Coenzyme Q10 has anti-aging effects on human hair

By Immortal Hair, January 26th, 2010, 10:41 pm

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coq10ubiquinol
Coenzyme Q10 or ubiquinone is like the spark plug of the heart.  It fuels the mitochondria and is the only fat soluble antioxidant your body makes.

If you’re short on this nutrient, your energy level will sharply decline.  If you’re presently taking a cholesterol lowering statin drug, whether it’s the natural red yeast rice or prescription HMG-CoA reductase inhibitor by all means stop!

The reason is that your coenzyme Q10 levels will plummet and the aging process will be at an accelerated pace.  Some doctors have actually suggested that these statins should be fortified in our drinking water.  I’m almost more comfortable with the ludicrous idea of the current amount of neurotoxic fluoride present in most municiple water supplies, in which a full glass of water already contains the equivalent a pea-sized amount on a toothbrush.  This is the amount suggested by the FDA—although they do state to call a poison control center immediately if swallowed, but I digress.

When you have reached the age of 20, your Coenzyme Q10 levels have peaked, and from there, they go on a steady decline.  This is important since Coenzyme Q10 literally protects you from aging, and that includes your skin and hair!

If you are wondering if there are food sources of Coenzyme Q10, there are, but not in very abundant amounts.  Before the technology was available, your best bet was to eat a few cans of sardines every day.

When Coenzyme Q10 was first available commercially, buying a mere 10 milligrams cost plenty, but eventually prices went down and now larger, more efficacious doses are available.  Those with metabolic syndrome, insulin resistance, or other dis-eases of excess free radical production need to supplement with Coenzyme Q10 with larger doses than the norm.  Diabetics for example have a whopping 75% less active Coenzyme Q10 in their bodies compared to the average person.

Until 2006, coenzyme Q10 was only available in its oxidized form, known as ubiquinone, but now you can purchase the active form ubiquinol, which is the only form you should buy unless you’re in great health and under the age of 30.

Depending on your body, the active form is 4 to 8 times more effective at increasing blood levels of Coenzyme Q10.  Bear in mind that lipoic acid helps regenerate Coenzyme Q10 in your body and taking supplemental Coenzyme Q10 will help regenerate or recycle lipoic acid.  With this potent combination, you will keep levels of vitamin E and Vitamin C working better for longer.

If you’re aged 20 to 30 years of age, you could take regular ubiquinone at 30 milligrams per day.  At ages 30 to 40, consider taking 30 milligrams of ubiquinol and increase the dose if you suffer from a metabolic disease.  At the ages 40 through 50, consider taking 50 to 100 milligrams of ubiquinol and much larger amounts if your individual health situation requires it.  At age 60 and beyond, consider taking 200 milligrams of Ubiquinol if you’re healthy and a little more if your health care provider recommends it.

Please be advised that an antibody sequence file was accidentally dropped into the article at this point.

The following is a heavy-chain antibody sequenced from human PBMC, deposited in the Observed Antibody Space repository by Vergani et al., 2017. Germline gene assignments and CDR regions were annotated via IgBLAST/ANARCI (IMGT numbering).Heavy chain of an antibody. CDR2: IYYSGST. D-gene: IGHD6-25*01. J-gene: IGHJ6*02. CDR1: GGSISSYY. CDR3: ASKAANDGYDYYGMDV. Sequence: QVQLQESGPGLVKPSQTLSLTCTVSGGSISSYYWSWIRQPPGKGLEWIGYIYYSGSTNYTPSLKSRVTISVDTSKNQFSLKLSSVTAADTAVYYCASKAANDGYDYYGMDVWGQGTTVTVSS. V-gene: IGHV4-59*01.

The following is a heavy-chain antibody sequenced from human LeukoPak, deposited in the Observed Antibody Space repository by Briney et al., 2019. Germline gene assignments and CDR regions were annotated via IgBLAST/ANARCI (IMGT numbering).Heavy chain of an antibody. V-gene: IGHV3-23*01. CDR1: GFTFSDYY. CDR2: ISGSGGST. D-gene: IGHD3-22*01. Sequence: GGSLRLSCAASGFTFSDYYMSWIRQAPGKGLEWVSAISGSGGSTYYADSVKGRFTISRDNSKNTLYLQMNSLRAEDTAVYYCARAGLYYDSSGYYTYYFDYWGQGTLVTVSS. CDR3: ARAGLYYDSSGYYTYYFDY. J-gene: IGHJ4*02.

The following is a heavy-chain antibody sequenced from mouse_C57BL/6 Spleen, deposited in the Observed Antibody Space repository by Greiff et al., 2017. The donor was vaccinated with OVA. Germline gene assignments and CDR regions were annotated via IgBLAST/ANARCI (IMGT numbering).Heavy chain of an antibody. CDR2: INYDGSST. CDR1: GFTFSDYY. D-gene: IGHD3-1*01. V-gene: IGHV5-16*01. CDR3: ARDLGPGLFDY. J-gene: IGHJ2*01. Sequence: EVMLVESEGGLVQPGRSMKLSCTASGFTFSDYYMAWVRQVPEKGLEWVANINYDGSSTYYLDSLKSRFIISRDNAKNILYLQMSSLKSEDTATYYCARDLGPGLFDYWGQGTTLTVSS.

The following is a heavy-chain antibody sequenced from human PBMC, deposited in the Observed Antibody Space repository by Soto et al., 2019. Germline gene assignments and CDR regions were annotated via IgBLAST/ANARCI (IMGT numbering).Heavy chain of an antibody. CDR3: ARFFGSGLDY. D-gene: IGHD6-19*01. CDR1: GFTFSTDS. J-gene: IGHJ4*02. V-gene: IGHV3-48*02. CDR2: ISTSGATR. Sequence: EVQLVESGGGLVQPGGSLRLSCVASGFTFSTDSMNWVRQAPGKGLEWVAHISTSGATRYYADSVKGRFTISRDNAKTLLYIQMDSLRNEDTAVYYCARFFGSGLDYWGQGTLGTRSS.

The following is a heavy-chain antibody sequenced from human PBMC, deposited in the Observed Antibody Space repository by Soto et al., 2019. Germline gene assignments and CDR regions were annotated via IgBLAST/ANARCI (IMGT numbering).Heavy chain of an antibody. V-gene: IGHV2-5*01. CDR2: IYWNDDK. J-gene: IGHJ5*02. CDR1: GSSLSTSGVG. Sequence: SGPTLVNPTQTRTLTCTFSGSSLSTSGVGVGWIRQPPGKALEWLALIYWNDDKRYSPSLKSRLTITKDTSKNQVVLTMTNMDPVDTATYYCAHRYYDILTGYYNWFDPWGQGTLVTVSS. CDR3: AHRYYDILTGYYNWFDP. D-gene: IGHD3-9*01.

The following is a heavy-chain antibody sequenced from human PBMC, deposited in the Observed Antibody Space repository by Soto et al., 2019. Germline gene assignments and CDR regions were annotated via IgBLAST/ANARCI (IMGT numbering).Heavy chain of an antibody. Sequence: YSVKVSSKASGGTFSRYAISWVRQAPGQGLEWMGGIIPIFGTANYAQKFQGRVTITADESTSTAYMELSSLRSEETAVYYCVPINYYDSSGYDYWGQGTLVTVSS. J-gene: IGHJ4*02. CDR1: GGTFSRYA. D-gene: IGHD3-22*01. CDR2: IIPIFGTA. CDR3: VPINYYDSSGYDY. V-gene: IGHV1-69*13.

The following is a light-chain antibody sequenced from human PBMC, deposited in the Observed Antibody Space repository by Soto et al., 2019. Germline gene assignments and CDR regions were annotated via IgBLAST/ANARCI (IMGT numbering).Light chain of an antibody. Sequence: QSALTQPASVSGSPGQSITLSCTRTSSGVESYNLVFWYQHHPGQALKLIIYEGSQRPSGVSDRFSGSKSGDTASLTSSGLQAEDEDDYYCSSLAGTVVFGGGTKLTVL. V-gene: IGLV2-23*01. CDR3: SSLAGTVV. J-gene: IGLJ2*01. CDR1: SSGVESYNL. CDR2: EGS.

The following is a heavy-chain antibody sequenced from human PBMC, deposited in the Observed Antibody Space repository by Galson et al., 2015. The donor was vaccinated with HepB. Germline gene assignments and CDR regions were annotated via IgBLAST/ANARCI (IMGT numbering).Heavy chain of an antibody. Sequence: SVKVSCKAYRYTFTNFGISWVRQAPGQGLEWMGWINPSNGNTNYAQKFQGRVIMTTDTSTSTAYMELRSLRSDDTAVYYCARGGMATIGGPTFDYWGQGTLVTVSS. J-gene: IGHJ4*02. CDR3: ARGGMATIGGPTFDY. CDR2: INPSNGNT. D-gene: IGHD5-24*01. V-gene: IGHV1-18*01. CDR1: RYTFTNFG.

Int J Cosmet Sci. 2009 Apr;31(2):154-155.

Brian Simonis is an Orthomolecular medicine researcher in all health related aspects, specializing in anti-aging medicine, degenerative disease prevention and with great emphasis on hair loss pathology and treatment.

Having worked in one of the largest integrative medicine treatment centers in the Northern hemisphere, it has afforded him the opportunity to spend thousands of hours with patients and reviewing their medical histories, working with like-minded, pioneering physicians and seeing the over-all big picture of natural, health medicine.

Furthermore, he serves as an independent health consultant, specializing in natural hair loss treatment.


COMMENTS (6)


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Member

January 29th, 2010, 08:16 PM

Hey IH,

Do you take CoQ10? Bc it is not on ur regime…. Or does the lipoic acid take care of that for you?

Nidhogge

Nidhogge

Editor

January 29th, 2010, 10:02 PM

Interesting, I thought it was after 25 that CoQ10 levels started dropping.  This may be something to add to our regimens, no?

BaldbeGone

BaldbeGone

Member

January 31st, 2010, 03:15 PM

So If I am currently under 25…should I be taking CoQ10? or would that just mess with my body’s natural ability to produce the enzyme on its own?


Sure, shit happens...but so does good shit!

Nidhogge

Nidhogge

Editor

January 31st, 2010, 05:45 PM

Bald—

I’ve looked into CoQ10 supplementation in the past and I never read anything about it hurting your indigenous production if you were to supplement (I know that melatonin does if you do it too frequently). 

Brian, do you have any insight on this?

Immortal Hair

Immortal Hair

Editor

February 01st, 2010, 01:14 AM

Lipoic acid regenerates Co-Q10, however Co-Q10 helps regenerate lipoic acid. I think they are both important. I usually take 50 milligrams of ubiquinol (the active form).

Does taking Co-Q10 interfere with the endogenous production?  Not at all, and if anyone is old enough they should take this supplement seriously if they’re interested in living longer or have any metabolic disease, which includes hair loss.

For whatever reason I’ve left out some “obvious” supplements to my regimen, such as vitamin C (taking enough increases the male lifespan about 6 years) and Co-Q10—I also take plenty of hyaluronic acid (not necessary for hair, but great for the skin!) and a few extra antioxidants.

 


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TrelosEllinas

Member

May 04th, 2010, 09:41 PM

Immortal


So wat would u advice me to get from iherb that would be good as C0-Q10 and lipoic acid.

TrellosEllinas

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